Tags: jim jordan | mark meadows | paul ryan | wall street journal

Jordan: WSJ's Story on House Coup 'Completely Inaccurate'

(MSNBC)

By    |   Tuesday, 12 September 2017 10:02 AM

House Freedom Caucus founding member Rep. Jim Jordan Tuesday strongly refuted an op-ed in The Wall Street Journal, in which the publication's editorial board pushed Rep. Mark Meadows, the caucus' chairman, or Jordan himself, into openly staging a "coup" to replace House Speaker Paul Ryan.

"It's completely inaccurate," the Ohio Republican told MSNBC's "Morning Joe" program. "The patriotic thing and the right thing to do is what we told the voters we were going to do. Nobody is talking about change in leadership, and frankly, instead of The Wall Street Journal using six unnamed sources to write something that is not accurate, and this is not the first time, why don't they call us?"

In the op-ed, the board wrote that if the "Freedom Caucus is upset enough to contemplate a mid-session leadership coup, let's get it on now. Congress is entering a critical few months that will determine whether Republicans will have anything significant to show for their majority. If the fate of this Congress hangs in the balance, then it's unconscionable to wait and let the House fail. The manly—the patriotic—thing to do is force a debate and vote while there's still time to save the day."

"You know how many times they've called up Mark Meadows in his tenure in congress?" Jordan asked. "Zero. Why don't you just call us? We'll be happy to give you the truth instead of using false story after false story. This is not helping us get done what we told the American people we were going to do."

Jordan also denied the op-ed's argument that after Meadows and other members of the caucus got their demands met on healthcare reform, they started attacking the House leadership.

"We made the healthcare bill better, and 32 of 34 members of the Freedom Caucus voted for it," Jordan said. "We put it over the top. We made the bill better."

The Congressional Business Office said premiums would come down because of the revised bill, and Jordan said that was his caucus' objective.

"We didn't stop the healthcare bill," Jordan said. "It was six Republican senators who voted different than 18 months ago. That's the problem. Let's get focused on doing what we told the voters we were going to do on healthcare, on the border security wall and tax reform and tax cuts. Get focused on that and not have stories being written about those things. Focus on what we were sent here to accomplish."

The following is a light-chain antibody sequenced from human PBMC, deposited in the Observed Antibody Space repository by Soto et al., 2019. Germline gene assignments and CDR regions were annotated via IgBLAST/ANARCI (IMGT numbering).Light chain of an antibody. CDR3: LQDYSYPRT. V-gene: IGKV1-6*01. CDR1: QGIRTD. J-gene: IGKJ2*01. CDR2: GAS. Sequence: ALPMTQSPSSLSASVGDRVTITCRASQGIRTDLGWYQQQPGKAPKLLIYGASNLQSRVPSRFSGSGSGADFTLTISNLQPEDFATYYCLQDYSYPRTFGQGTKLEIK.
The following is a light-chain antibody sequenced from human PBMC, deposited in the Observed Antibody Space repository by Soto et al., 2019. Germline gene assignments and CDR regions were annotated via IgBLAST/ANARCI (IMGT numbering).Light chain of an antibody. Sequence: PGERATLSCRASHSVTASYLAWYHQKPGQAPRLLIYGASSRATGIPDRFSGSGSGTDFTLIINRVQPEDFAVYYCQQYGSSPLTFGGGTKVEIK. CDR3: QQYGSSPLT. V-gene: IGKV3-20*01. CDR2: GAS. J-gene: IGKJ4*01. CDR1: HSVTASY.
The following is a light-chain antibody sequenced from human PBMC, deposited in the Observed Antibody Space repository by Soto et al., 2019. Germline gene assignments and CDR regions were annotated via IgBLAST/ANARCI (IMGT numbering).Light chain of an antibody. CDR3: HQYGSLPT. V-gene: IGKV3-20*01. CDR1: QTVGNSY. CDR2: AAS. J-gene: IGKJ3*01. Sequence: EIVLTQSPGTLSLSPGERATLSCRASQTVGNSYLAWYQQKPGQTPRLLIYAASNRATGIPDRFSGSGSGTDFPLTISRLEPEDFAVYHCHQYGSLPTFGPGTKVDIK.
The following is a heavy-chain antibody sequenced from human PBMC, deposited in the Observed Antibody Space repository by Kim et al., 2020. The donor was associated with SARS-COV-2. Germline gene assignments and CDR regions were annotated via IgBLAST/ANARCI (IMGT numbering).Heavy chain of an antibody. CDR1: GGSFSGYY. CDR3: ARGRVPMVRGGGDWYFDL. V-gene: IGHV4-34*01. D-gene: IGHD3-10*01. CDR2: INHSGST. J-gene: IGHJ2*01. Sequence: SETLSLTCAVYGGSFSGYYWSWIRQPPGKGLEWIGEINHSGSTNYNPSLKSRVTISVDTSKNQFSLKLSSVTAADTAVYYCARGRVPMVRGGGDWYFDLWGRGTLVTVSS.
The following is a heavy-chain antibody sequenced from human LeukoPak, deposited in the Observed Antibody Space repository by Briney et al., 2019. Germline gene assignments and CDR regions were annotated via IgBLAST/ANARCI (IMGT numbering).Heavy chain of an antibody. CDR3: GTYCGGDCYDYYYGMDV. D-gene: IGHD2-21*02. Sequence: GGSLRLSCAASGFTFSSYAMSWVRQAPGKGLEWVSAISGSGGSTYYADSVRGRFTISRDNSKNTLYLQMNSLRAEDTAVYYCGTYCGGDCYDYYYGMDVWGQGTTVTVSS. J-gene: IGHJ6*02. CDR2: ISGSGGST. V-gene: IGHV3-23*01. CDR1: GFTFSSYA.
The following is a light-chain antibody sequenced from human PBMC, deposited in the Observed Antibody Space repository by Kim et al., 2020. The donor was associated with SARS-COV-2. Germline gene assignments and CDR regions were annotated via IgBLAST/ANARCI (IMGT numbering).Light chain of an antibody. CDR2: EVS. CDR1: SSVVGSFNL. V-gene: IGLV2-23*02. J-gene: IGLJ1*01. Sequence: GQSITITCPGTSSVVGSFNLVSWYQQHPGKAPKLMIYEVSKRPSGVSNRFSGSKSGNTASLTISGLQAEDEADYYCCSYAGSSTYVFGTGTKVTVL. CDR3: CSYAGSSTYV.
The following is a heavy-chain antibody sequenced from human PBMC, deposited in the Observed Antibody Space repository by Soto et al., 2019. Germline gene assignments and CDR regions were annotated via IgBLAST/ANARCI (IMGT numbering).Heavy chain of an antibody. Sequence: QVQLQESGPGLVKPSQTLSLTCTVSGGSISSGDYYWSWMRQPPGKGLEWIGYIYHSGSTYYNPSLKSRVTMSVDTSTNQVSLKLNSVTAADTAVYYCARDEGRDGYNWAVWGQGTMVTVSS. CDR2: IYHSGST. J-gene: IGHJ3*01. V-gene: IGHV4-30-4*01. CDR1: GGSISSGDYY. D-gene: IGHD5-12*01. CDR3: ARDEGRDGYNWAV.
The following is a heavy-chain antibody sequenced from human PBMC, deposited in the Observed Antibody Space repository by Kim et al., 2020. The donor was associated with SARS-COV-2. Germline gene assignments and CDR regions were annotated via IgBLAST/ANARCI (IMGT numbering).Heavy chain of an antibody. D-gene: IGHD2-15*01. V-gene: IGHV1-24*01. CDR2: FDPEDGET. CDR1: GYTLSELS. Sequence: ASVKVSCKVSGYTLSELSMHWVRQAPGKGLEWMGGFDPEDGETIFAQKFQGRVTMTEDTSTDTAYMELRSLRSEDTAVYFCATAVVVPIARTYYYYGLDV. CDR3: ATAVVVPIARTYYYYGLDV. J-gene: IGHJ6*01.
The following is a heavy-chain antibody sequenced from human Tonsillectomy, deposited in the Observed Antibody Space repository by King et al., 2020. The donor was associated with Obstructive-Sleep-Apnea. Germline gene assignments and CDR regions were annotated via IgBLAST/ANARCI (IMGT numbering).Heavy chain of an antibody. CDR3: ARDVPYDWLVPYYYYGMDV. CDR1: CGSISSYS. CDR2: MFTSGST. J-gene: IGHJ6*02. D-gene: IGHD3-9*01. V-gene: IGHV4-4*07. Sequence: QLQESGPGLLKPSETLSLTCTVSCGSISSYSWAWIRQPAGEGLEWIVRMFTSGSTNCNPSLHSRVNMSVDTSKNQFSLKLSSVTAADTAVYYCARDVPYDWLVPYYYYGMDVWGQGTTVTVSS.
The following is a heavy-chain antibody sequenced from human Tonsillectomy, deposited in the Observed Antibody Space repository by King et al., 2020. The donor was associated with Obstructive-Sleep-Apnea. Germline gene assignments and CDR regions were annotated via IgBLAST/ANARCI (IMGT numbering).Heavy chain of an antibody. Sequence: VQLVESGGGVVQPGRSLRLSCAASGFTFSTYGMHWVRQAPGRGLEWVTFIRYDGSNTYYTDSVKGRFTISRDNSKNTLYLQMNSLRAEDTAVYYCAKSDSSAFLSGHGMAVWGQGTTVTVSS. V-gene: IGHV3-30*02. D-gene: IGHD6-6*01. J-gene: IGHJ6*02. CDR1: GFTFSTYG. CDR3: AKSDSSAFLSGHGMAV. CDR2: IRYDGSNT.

Jordan also lambasted Congress for taking the "longest August recess that's happened in a decade."

"The Freedom Caucus said don't leave town," he said, because lawmakers needed to figure out what to do about Obamacare and tax reform.

"We should have stayed here, focused on getting done what we told the American people we were going to get done," Jordan said. "It was the longest non-election year break in over a decade. That's not how you solve the problems we were sent here to solve."

The most important thing the Caucus want, Jordan said, is to cap spending and get it back down to the 20 percent level or lower again.

Jordan noted that he voted against increasing the borrowing limit, but Trump wasn't given any options or choices.

"The choice was do you want a longer term debt ceiling increase that doesn't address the underlying problem, or do you want a shorter term debt ceiling that doesn't address the problem?" he said. "That's why we said put a cap on spending. I'll raise the debt ceiling if we address the problem. I think taxpayers would prefer that."

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House Freedom Caucus founding member Rep. Jim Jordan Tuesday strongly refuted an op-ed in The Wall Street Journal, in which the publication's editorial board pushed Rep. Mark Meadows, the caucus' chairman, or Jordan himself, into openly staging a "coup" to replace House...
jim jordan, mark meadows, paul ryan, wall street journal
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2017-02-12
Tuesday, 12 September 2017 10:02 AM
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